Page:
AMES, Iowa – There are distinct similarities in the way women are portrayed in many popular video games. Female characters are typically attractive, scantily clad, appear in sexually suggestive ways and generally have limited roles.
Douglas Gentile, a professor of psychology at Iowa State University, says these images send a powerful message that can influence the underlying attitudes of gamers. According to a new study of more than 13,000 adolescents, Gentile and a team of French researchers found a link between video game exposure and sexism. The research is published in the journal Frontiers in Psychology.
“Many different aspects of life can influence sexist attitudes. It was surprising to find a small but significant link between game play and sexism. Video games are not intended to teach sexist views, but most people don’t realize how attitudes can shift with practice,” Gentile said. “Nonetheless, much of our learning is not conscious and we pick up on subtle cues without realizing it.”
Researchers did not look solely at video games, but also measured the influence of television and religion. Gentile was not surprised to find the relationship between religion and sexism was three times higher than video games. This is likely because many religions have historically taken a traditional view of gender roles, he said. TV was unrelated to sexism after controlling for religion. Gentile says this may be evidence of the growing number and variety of female character roles on TV compared to 20 years ago.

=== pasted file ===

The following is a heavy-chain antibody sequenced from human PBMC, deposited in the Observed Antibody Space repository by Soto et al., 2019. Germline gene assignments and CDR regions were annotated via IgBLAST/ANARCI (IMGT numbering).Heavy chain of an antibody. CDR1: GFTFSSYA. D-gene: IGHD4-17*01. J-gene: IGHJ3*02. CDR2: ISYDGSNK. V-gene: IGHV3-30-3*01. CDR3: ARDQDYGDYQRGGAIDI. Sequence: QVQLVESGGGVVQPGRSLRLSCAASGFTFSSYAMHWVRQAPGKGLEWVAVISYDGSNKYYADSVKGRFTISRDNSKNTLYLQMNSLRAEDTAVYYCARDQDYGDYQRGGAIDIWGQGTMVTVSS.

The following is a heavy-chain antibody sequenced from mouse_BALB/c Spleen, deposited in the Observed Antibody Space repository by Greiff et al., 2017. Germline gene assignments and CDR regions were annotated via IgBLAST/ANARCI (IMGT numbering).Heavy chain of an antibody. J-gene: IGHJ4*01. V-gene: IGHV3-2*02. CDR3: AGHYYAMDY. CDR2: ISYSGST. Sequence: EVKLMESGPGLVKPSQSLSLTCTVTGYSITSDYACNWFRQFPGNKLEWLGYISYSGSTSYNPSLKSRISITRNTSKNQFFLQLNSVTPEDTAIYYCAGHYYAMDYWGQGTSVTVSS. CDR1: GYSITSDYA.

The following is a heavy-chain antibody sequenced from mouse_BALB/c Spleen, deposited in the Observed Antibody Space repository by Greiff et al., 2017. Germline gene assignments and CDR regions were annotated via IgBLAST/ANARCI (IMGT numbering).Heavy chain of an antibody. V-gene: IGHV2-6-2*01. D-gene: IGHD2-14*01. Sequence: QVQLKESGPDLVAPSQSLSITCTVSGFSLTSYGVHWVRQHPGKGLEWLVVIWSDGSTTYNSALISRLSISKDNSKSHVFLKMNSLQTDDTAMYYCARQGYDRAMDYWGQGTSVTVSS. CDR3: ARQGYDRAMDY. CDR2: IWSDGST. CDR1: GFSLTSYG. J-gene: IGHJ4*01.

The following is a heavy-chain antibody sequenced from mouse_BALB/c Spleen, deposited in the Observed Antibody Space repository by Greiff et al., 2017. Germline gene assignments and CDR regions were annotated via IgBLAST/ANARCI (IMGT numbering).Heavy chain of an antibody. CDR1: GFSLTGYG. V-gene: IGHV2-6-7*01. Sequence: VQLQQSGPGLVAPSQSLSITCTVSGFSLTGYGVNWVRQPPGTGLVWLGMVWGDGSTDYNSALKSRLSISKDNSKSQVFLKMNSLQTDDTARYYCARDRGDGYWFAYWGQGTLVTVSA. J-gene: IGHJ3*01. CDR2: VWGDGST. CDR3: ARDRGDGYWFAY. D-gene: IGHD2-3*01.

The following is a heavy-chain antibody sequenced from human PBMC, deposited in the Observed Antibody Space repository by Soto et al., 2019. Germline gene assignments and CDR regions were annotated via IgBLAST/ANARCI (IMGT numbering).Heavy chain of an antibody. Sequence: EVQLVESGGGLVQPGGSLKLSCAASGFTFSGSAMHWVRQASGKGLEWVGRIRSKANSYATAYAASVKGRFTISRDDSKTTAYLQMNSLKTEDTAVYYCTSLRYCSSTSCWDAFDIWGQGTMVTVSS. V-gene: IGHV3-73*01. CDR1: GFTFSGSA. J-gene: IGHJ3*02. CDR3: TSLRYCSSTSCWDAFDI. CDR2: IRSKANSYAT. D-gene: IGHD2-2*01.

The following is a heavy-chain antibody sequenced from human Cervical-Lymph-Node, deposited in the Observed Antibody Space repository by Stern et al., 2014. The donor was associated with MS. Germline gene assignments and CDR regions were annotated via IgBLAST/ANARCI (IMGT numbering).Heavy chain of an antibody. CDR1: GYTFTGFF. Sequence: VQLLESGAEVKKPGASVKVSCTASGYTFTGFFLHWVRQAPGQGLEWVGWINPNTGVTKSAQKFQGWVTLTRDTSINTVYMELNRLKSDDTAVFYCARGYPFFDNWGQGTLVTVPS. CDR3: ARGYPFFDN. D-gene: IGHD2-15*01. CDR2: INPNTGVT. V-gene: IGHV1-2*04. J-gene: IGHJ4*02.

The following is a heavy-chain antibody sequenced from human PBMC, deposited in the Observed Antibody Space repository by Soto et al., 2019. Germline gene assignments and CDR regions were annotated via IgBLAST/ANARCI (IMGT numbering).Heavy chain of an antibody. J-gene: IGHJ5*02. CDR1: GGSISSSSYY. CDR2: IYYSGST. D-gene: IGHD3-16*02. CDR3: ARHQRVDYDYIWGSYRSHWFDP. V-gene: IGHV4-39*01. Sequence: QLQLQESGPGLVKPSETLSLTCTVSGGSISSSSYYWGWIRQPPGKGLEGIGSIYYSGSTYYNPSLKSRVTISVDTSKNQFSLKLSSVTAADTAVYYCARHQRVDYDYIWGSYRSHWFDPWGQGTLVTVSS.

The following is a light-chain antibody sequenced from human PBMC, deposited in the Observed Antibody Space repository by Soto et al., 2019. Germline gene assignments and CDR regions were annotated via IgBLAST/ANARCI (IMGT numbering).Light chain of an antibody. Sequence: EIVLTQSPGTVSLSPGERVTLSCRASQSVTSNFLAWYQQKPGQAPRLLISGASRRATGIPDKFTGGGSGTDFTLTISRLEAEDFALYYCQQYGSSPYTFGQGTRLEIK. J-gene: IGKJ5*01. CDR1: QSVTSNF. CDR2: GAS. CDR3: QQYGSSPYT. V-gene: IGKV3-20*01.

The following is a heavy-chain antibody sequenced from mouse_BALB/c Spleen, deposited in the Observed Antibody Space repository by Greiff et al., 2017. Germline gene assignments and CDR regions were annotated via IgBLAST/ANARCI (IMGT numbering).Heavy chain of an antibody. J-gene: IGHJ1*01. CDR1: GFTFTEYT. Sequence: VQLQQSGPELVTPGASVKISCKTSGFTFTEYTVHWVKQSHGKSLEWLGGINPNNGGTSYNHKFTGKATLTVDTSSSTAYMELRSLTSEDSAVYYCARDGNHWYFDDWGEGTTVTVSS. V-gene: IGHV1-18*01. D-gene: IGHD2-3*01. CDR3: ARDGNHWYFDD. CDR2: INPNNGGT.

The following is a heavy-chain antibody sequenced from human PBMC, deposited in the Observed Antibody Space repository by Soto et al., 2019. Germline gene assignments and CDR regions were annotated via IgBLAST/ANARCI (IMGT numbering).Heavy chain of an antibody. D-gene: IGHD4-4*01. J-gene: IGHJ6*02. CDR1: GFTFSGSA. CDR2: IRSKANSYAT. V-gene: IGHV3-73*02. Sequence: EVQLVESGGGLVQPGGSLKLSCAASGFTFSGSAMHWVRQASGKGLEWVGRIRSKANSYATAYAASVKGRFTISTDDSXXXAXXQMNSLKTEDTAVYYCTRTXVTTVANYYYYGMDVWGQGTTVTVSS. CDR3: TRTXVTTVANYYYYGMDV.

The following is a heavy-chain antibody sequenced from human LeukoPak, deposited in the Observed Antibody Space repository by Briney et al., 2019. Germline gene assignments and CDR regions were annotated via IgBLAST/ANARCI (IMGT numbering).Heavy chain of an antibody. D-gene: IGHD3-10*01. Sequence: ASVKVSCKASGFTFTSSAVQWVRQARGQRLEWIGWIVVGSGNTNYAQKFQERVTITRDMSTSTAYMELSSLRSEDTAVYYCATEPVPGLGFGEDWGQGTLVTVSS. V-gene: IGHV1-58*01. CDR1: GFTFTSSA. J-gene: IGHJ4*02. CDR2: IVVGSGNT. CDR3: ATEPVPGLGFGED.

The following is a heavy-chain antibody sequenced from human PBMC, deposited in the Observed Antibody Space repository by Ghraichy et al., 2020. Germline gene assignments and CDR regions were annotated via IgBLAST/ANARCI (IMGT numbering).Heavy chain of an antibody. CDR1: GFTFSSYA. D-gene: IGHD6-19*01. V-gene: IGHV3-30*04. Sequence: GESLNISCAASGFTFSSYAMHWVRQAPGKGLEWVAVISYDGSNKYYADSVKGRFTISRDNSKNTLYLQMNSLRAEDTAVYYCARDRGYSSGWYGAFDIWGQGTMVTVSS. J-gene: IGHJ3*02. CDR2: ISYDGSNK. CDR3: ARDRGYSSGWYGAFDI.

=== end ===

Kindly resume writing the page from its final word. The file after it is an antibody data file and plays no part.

Practice makes perfect
Repeated exposure to media influences how we perceive and understand social realities, according to George Gerbner’s cultivation theory. Gentile says that influence increases with repeated exposure. The 13,520 adolescents, ages 11 to 19, surveyed for the study, spent approximately three hours a day watching TV and nearly two hours playing video games, on average.
Researchers did not measure the level of sexist content in the games played. However, in the paper they cite previous studies that found more than 80 percent of female characters in video game magazines are portrayed as sexualized, scantily clad or a vision of beauty. More than a quarter of the characters fit all three categories.
To measure sexism, researchers asked participants if they agreed or disagreed with the following statement: “A woman is made mainly for making and raising children.” Participants who spent more time playing video games were more likely to agree.
“If you repeatedly ‘practice’ various decisions and choices in games, this practice can influence your attitudes and behaviors outside of the gaming world,” Gentile said.
Gentile used the example of the game “Grand Theft Auto,” which gives players few options of how to interact with female characters – “you can pay them for sex, you can look at them or you can kill them,” Gentile said. “This is an extremely limited view of the value of women.”
Findings true regardless of culture
Researchers controlled for gender and socioeconomics. However, when analyzing the factors separately, sexism was higher among men with a lower socioeconomic status. Participants attended schools in Lyon and Grenoble, France – two cities in the second largest and wealthiest region of France.
Although cultural differences often influence our attitudes, Gentile says the results are applicable across cultures because this study is focused on learned behaviors, not general cultural beliefs. How we learn and detect cues is the same regardless of culture, he said.
The researchers say it’s important to understand that there are many things – religion, family, education, socioeconomic status – that influence sexist views. Gentile says video games are not the most important factor, and it is interesting that they are related to sexism at all.